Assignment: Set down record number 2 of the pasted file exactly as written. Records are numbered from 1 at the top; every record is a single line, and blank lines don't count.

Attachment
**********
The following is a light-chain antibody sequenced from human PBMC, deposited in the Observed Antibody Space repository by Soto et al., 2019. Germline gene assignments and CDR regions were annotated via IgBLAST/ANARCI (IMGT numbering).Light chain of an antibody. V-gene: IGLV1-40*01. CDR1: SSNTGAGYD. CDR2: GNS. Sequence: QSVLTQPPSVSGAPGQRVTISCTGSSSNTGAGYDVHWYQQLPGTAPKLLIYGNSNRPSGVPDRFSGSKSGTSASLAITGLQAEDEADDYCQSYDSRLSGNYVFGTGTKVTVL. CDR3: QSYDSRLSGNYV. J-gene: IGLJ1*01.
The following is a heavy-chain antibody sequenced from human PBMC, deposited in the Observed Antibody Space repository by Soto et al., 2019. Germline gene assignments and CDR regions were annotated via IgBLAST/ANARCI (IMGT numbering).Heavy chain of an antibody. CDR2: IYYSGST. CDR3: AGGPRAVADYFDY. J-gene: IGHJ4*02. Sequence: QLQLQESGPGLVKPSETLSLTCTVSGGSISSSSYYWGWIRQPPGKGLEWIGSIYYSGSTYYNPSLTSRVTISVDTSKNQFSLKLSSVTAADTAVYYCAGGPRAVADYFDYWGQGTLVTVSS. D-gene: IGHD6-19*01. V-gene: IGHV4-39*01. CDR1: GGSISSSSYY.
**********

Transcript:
The following is a heavy-chain antibody sequenced from human PBMC, deposited in the Observed Antibody Space repository by Soto et al., 2019. Germline gene assignments and CDR regions were annotated via IgBLAST/ANARCI (IMGT numbering).Heavy chain of an antibody. CDR2: IYYSGST. CDR3: AGGPRAVADYFDY. J-gene: IGHJ4*02. Sequence: QLQLQESGPGLVKPSETLSLTCTVSGGSISSSSYYWGWIRQPPGKGLEWIGSIYYSGSTYYNPSLTSRVTISVDTSKNQFSLKLSSVTAADTAVYYCAGGPRAVADYFDYWGQGTLVTVSS. D-gene: IGHD6-19*01. V-gene: IGHV4-39*01. CDR1: GGSISSSSYY.